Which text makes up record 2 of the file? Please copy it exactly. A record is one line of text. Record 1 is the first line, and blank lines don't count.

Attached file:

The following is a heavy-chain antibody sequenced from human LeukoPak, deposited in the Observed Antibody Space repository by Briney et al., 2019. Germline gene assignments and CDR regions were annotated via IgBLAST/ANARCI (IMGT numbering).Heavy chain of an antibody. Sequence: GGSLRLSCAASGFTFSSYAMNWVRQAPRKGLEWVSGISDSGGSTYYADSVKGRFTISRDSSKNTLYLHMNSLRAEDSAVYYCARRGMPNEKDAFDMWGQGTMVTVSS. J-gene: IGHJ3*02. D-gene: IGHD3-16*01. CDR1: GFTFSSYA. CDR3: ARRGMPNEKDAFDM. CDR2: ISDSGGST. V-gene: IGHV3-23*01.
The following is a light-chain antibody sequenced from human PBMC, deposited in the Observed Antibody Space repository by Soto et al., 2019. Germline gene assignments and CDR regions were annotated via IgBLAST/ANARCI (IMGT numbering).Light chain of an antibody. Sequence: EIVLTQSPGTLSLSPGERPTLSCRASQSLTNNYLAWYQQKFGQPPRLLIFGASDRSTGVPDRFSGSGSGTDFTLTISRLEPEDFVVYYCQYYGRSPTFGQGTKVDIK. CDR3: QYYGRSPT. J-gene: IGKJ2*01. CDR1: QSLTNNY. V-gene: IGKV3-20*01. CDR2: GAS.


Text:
The following is a light-chain antibody sequenced from human PBMC, deposited in the Observed Antibody Space repository by Soto et al., 2019. Germline gene assignments and CDR regions were annotated via IgBLAST/ANARCI (IMGT numbering).Light chain of an antibody. Sequence: EIVLTQSPGTLSLSPGERPTLSCRASQSLTNNYLAWYQQKFGQPPRLLIFGASDRSTGVPDRFSGSGSGTDFTLTISRLEPEDFVVYYCQYYGRSPTFGQGTKVDIK. CDR3: QYYGRSPT. J-gene: IGKJ2*01. CDR1: QSLTNNY. V-gene: IGKV3-20*01. CDR2: GAS.